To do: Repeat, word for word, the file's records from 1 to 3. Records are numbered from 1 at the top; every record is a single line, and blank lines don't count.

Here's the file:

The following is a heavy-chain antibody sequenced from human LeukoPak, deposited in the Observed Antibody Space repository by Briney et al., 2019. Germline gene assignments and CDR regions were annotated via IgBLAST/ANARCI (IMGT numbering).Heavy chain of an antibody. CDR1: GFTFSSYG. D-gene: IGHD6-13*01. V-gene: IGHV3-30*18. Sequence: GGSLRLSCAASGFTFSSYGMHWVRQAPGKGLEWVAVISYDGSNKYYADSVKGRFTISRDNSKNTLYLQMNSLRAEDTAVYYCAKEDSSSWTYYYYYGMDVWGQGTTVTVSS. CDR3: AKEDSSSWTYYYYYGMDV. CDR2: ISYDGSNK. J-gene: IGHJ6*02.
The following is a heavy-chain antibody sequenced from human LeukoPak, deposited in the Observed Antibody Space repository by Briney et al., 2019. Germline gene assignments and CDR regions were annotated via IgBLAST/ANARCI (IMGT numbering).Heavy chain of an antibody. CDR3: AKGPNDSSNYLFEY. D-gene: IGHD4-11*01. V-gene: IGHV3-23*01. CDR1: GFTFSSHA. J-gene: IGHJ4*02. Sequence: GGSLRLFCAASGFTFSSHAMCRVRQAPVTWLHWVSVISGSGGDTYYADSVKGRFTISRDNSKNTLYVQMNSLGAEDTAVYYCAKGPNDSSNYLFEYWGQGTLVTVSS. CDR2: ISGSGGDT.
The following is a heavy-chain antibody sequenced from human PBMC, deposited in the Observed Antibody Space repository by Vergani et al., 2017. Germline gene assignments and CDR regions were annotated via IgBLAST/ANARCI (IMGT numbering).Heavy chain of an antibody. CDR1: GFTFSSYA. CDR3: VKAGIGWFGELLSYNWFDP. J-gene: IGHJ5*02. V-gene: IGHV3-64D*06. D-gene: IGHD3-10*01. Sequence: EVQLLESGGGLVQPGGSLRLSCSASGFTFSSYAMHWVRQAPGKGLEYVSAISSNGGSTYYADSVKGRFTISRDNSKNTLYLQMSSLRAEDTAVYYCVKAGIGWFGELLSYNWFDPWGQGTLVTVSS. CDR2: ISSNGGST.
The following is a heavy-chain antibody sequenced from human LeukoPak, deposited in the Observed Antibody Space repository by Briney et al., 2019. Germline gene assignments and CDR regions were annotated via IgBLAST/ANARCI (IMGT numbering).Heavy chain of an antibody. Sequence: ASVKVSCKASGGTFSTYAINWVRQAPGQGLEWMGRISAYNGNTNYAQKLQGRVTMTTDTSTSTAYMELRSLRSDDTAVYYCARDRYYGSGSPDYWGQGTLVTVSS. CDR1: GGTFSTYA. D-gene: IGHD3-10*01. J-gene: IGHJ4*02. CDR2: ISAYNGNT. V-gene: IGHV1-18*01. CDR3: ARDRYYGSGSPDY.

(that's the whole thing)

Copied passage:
The following is a heavy-chain antibody sequenced from human LeukoPak, deposited in the Observed Antibody Space repository by Briney et al., 2019. Germline gene assignments and CDR regions were annotated via IgBLAST/ANARCI (IMGT numbering).Heavy chain of an antibody. CDR1: GFTFSSYG. D-gene: IGHD6-13*01. V-gene: IGHV3-30*18. Sequence: GGSLRLSCAASGFTFSSYGMHWVRQAPGKGLEWVAVISYDGSNKYYADSVKGRFTISRDNSKNTLYLQMNSLRAEDTAVYYCAKEDSSSWTYYYYYGMDVWGQGTTVTVSS. CDR3: AKEDSSSWTYYYYYGMDV. CDR2: ISYDGSNK. J-gene: IGHJ6*02.
The following is a heavy-chain antibody sequenced from human LeukoPak, deposited in the Observed Antibody Space repository by Briney et al., 2019. Germline gene assignments and CDR regions were annotated via IgBLAST/ANARCI (IMGT numbering).Heavy chain of an antibody. CDR3: AKGPNDSSNYLFEY. D-gene: IGHD4-11*01. V-gene: IGHV3-23*01. CDR1: GFTFSSHA. J-gene: IGHJ4*02. Sequence: GGSLRLFCAASGFTFSSHAMCRVRQAPVTWLHWVSVISGSGGDTYYADSVKGRFTISRDNSKNTLYVQMNSLGAEDTAVYYCAKGPNDSSNYLFEYWGQGTLVTVSS. CDR2: ISGSGGDT.
The following is a heavy-chain antibody sequenced from human PBMC, deposited in the Observed Antibody Space repository by Vergani et al., 2017. Germline gene assignments and CDR regions were annotated via IgBLAST/ANARCI (IMGT numbering).Heavy chain of an antibody. CDR1: GFTFSSYA. CDR3: VKAGIGWFGELLSYNWFDP. J-gene: IGHJ5*02. V-gene: IGHV3-64D*06. D-gene: IGHD3-10*01. Sequence: EVQLLESGGGLVQPGGSLRLSCSASGFTFSSYAMHWVRQAPGKGLEYVSAISSNGGSTYYADSVKGRFTISRDNSKNTLYLQMSSLRAEDTAVYYCVKAGIGWFGELLSYNWFDPWGQGTLVTVSS. CDR2: ISSNGGST.